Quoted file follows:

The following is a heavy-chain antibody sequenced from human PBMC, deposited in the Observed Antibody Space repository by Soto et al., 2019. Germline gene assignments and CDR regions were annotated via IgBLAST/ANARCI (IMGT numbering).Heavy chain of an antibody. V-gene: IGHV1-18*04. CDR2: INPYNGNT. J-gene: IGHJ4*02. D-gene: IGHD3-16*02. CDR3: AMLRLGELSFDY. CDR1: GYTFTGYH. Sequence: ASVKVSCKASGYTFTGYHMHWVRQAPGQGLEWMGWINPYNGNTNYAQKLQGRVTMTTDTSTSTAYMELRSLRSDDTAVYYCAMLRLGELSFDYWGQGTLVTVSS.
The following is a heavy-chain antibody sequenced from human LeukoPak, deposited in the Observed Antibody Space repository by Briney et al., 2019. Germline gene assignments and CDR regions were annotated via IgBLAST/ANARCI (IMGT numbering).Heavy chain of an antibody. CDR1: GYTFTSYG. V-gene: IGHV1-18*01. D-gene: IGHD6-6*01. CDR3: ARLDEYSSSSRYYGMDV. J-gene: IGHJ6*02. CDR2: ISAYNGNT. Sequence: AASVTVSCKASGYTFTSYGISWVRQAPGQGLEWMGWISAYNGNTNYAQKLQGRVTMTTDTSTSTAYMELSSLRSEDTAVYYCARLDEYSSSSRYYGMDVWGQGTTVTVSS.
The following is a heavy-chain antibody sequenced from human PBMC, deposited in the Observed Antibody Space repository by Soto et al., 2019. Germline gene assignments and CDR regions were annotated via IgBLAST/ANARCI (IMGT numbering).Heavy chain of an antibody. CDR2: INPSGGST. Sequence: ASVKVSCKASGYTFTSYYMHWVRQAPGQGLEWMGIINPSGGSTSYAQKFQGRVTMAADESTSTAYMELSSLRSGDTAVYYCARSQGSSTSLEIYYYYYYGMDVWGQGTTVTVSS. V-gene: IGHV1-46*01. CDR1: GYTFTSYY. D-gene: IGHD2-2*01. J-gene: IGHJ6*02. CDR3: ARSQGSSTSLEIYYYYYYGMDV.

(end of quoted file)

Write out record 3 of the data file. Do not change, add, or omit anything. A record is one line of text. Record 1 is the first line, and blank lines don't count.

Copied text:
The following is a heavy-chain antibody sequenced from human PBMC, deposited in the Observed Antibody Space repository by Soto et al., 2019. Germline gene assignments and CDR regions were annotated via IgBLAST/ANARCI (IMGT numbering).Heavy chain of an antibody. CDR2: INPSGGST. Sequence: ASVKVSCKASGYTFTSYYMHWVRQAPGQGLEWMGIINPSGGSTSYAQKFQGRVTMAADESTSTAYMELSSLRSGDTAVYYCARSQGSSTSLEIYYYYYYGMDVWGQGTTVTVSS. V-gene: IGHV1-46*01. CDR1: GYTFTSYY. D-gene: IGHD2-2*01. J-gene: IGHJ6*02. CDR3: ARSQGSSTSLEIYYYYYYGMDV.